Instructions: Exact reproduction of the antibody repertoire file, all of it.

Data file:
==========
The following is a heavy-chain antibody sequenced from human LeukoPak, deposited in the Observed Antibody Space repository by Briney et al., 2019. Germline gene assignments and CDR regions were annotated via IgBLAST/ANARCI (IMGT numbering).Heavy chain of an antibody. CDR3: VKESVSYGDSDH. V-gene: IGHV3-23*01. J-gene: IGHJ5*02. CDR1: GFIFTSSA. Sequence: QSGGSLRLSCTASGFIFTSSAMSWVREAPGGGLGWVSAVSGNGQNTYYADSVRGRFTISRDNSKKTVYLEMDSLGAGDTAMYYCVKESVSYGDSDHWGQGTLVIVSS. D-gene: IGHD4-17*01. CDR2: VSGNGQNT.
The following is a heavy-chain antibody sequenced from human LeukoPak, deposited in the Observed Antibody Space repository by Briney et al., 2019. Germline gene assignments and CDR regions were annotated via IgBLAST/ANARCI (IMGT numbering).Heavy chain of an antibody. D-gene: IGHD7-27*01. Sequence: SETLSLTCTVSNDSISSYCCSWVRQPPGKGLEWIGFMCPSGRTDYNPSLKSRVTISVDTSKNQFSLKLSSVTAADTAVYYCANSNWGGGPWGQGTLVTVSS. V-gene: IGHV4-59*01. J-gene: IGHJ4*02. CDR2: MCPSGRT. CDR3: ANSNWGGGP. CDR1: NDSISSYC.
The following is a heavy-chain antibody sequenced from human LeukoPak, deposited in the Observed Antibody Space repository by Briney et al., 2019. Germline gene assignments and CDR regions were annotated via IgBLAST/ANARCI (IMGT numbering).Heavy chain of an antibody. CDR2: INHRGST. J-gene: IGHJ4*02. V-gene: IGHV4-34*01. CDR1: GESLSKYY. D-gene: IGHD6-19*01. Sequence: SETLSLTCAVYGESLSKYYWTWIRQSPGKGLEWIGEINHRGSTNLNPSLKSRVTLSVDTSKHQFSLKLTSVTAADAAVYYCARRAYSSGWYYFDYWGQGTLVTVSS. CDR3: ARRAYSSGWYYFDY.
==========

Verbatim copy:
The following is a heavy-chain antibody sequenced from human LeukoPak, deposited in the Observed Antibody Space repository by Briney et al., 2019. Germline gene assignments and CDR regions were annotated via IgBLAST/ANARCI (IMGT numbering).Heavy chain of an antibody. CDR3: VKESVSYGDSDH. V-gene: IGHV3-23*01. J-gene: IGHJ5*02. CDR1: GFIFTSSA. Sequence: QSGGSLRLSCTASGFIFTSSAMSWVREAPGGGLGWVSAVSGNGQNTYYADSVRGRFTISRDNSKKTVYLEMDSLGAGDTAMYYCVKESVSYGDSDHWGQGTLVIVSS. D-gene: IGHD4-17*01. CDR2: VSGNGQNT.
The following is a heavy-chain antibody sequenced from human LeukoPak, deposited in the Observed Antibody Space repository by Briney et al., 2019. Germline gene assignments and CDR regions were annotated via IgBLAST/ANARCI (IMGT numbering).Heavy chain of an antibody. D-gene: IGHD7-27*01. Sequence: SETLSLTCTVSNDSISSYCCSWVRQPPGKGLEWIGFMCPSGRTDYNPSLKSRVTISVDTSKNQFSLKLSSVTAADTAVYYCANSNWGGGPWGQGTLVTVSS. V-gene: IGHV4-59*01. J-gene: IGHJ4*02. CDR2: MCPSGRT. CDR3: ANSNWGGGP. CDR1: NDSISSYC.
The following is a heavy-chain antibody sequenced from human LeukoPak, deposited in the Observed Antibody Space repository by Briney et al., 2019. Germline gene assignments and CDR regions were annotated via IgBLAST/ANARCI (IMGT numbering).Heavy chain of an antibody. CDR2: INHRGST. J-gene: IGHJ4*02. V-gene: IGHV4-34*01. CDR1: GESLSKYY. D-gene: IGHD6-19*01. Sequence: SETLSLTCAVYGESLSKYYWTWIRQSPGKGLEWIGEINHRGSTNLNPSLKSRVTLSVDTSKHQFSLKLTSVTAADAAVYYCARRAYSSGWYYFDYWGQGTLVTVSS. CDR3: ARRAYSSGWYYFDY.